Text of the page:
In this instance, a friend in a Broadway musical reached out about missing performances due to illness. Many performers are flooded with guilt and shame, as well as fear and insecurity. What my friend and I worked through was a crucial part of self-love and acceptance, as well and, I believe, applicable to all professions.


 * * *

    Dear P(al), 

    I have the fate of laryngitis from this all-over-the-place weather. As a result, I’m missing shows and feel totally defeated and unworthy and just plain gutted. The shame of being given the enormous honor of leading a company, only to let down that company, the producers and the audience is a level of guilt I can't bear! Yet, without my voice, I can't do the job I have been tasked to.
    Can you tell me it’s ok to be sick? I feel as though these thoughts are keeping me from truly healing!

Love you,


    Oh, my friend.

    First things first— you are anything BUT unworthy. You are a beast of a performer, spirit, athlete, and artist. Illness happens to all of us for any number of reasons. It is not an indication of weakness or lack of commitment in any way. You’re sick. It’s not your fault. It’s not a crime.

    Second— missing shows is always hard because you’ve been tasked with a high honor that I know you revere. But if it is any help for a “re-frame” — I always like to think of the CHARACTER and what they need. Taking the pressure off of myself.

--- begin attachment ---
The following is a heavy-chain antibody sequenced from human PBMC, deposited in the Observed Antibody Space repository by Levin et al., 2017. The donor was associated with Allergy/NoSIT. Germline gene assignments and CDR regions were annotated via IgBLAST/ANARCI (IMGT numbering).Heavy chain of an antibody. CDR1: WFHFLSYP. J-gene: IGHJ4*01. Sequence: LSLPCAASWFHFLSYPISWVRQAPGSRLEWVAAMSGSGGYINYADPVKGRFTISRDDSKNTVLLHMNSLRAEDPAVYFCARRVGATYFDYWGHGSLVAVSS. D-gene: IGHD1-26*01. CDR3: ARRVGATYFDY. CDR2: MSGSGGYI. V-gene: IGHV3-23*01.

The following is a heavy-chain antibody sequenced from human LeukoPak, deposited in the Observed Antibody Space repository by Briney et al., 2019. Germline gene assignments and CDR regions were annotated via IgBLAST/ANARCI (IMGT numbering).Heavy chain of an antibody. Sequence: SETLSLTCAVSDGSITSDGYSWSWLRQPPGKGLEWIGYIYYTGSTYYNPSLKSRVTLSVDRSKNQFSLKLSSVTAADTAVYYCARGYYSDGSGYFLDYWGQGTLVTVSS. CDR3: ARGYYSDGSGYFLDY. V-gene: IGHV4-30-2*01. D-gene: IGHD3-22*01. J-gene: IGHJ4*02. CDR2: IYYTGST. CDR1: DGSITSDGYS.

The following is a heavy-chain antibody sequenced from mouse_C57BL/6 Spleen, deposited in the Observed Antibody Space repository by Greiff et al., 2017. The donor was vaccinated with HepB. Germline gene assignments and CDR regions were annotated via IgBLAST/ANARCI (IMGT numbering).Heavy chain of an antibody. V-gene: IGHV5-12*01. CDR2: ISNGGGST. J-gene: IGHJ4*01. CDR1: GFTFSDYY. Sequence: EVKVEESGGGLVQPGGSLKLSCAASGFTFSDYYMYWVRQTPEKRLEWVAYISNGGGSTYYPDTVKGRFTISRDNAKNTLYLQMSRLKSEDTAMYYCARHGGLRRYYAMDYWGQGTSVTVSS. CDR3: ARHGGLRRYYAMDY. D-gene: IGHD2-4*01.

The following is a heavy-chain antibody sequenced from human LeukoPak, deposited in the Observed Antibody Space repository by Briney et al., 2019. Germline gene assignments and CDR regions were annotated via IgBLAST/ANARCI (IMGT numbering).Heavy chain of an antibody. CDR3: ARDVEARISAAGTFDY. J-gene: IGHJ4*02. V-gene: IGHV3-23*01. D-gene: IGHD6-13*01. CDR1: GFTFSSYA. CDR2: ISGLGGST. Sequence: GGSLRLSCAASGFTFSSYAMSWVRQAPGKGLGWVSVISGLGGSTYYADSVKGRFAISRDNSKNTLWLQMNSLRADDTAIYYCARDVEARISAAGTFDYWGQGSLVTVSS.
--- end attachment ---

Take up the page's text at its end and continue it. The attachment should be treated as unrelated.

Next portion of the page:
“What does this character need from me to get her story told today?”


     “Am I the best person to tell her story today?”

— if the answer is no, then say:

     "I should step aside and allow someone else to take care of her story until I can return."
Because that outlook has the wisdom, maturity and ego-less energy of recognizing that this isn't about you and your fame or glory, it is ultimately about putting the character first, and that is the thinking of one's highest self.

    Finally — I know you (like so many of us) suffer from a mix of fierce ambition as well as imposter syndrome. I identify with that. I think moments like these can exacerbate that fear — the fear that somehow we don’t deserve these honors and opportunities we’ve fought and bled for. That somehow our luck is catching up with us and we’re going to be revealed as hacks.

That’s just your fear taking you hostage. It’s a liar.

    I love you so much.
    And I believe in you.
    And I’m really honored you trusted me with this.



    You. Are. Yoda.
    I cannot thank you enough for this. 

— "Them"

02 March, 2019

I've Been: Winter 2018/19

  • playing Titania in A Midsummer Night's Dream
  • hosting the Chicago edition of The Hanukkah Hoedown!
  • feeling more lonely than I ever have in all my life
  • wondering why some people are absolute jerks
  • letting go
  • accepting